Aaron Lumley (North Bay, 1981) is an exploratory contrabassist and improvising musician based out of Montreal. A student of Wilbert de Joode and John Eckhardt, Lumley explores the bass’ natural resonant capacities while working with the aural drama of pushing against the limits of both the self and instrument.  Lumley’s music is polyphonic, polyrhythmic, harmonically-rich and attentive to organic, open-ended evolution.  It deals in beauty, brutality and processes of growth and decay.  Lumley brings his personal sound and approach to a diverse array of projects and situations ranging from solo performances to collaborations with other musicians, dancers and ensembles including:

Jasper Stadhouders, Isaiah Ceccarelli, Joshua Zubot, Onno Govaert, Tobias Delius, George Haddow, John Dikeman, Matt Valentine, L’Ensemble Supermusique, Harald Austbø, Olivier Alary, Ida Toninato, Philippe Lauzier, Marielle Groven, Brandon Valdivia, Terrie Hessels, Kyle Brenders, Malcolm Goldstein, Ben Brown, Michel Lambert, Michel F Coté, Nigel Taylor, Arto Lindsay, Evan Tighe, Aaron Leaney, Jonathan Adjemian, Koen Kaptijn, Ada Rave, Sasha Ivanochko, Daniel Gaucher, Eschaton, Jean Derome’s Résistances Project, Ab Baars, Jesse Zubot, Hamid Drake, Peggy Lee, Eric Chenaux, Doug Tielli, Eric Hove, Andy Haas’ Ask the Oracle, Frank Rosaly, Mike Gennaro, David Prentice, John Oswald, Manuela Tessi, Eric Boeren, John Heward, Michael Vatcher, Pemi Paull, Matthew ‘Doc’ Dunn, Lina Allemano, Nick Fraser, Pierre Tanguay, Craig Pedersen, Rainer Wiens’ Orchestra of Sympathetic Strings, Mike Majkowski, Ken Aldcroft, Thierry Amar, Paul Dutton, Lori Freedman, Colin Fisher, Cor Fuhler, Émilie Girard-Charest, Francois Houle, Nora Mulder, Achim Kaufmann, Susanna Hood, Scott Thomson, Thollem McDonas, Pierre-Yves Martel, Mary-Margaret O’Hara, Jean René, Alexandre St-Onge, Jamie Thompson, Alden Penner, Bernhari, Esmerine, Saltland, ZZ Sharrock plus many others…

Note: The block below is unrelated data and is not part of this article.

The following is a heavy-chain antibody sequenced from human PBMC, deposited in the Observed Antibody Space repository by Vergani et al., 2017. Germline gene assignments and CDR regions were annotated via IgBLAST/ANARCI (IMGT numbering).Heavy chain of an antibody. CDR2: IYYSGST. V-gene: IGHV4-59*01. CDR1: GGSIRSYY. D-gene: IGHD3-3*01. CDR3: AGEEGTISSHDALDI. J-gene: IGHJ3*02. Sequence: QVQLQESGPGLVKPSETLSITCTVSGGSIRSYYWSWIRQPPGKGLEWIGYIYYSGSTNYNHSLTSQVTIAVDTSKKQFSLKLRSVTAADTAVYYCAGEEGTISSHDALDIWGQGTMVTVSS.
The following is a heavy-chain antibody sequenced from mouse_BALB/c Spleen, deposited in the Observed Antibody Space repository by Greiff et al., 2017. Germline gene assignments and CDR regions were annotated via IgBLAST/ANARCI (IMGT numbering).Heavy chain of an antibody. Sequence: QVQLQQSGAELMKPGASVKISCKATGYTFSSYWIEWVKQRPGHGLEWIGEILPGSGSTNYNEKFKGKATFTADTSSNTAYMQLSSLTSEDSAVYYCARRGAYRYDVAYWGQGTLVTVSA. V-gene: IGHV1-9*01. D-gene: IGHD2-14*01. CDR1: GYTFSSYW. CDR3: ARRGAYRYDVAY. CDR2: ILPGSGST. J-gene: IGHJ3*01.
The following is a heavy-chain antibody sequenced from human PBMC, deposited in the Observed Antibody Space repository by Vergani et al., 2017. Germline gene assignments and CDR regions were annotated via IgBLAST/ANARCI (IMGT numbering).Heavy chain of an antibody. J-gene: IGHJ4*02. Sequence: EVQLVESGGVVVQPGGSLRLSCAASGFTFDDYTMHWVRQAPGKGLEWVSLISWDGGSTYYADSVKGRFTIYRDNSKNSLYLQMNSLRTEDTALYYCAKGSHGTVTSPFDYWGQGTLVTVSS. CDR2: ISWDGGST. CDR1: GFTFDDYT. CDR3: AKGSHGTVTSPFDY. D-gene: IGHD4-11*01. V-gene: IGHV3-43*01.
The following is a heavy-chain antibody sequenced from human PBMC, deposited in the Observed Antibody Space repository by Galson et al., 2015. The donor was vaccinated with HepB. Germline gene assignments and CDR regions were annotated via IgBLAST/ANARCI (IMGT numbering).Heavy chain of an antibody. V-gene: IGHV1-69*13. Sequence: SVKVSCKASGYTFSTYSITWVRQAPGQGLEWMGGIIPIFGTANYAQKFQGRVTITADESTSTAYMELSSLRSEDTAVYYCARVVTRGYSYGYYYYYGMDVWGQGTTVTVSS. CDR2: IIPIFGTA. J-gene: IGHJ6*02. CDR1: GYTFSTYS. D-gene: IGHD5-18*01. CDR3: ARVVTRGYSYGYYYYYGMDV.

“Besides physical strength, playing the double bass also requires an energetic willpower that is too rarely met, considering the want of vigour of most bassists in their attack of the string.” — François-Joseph Fétis, 1828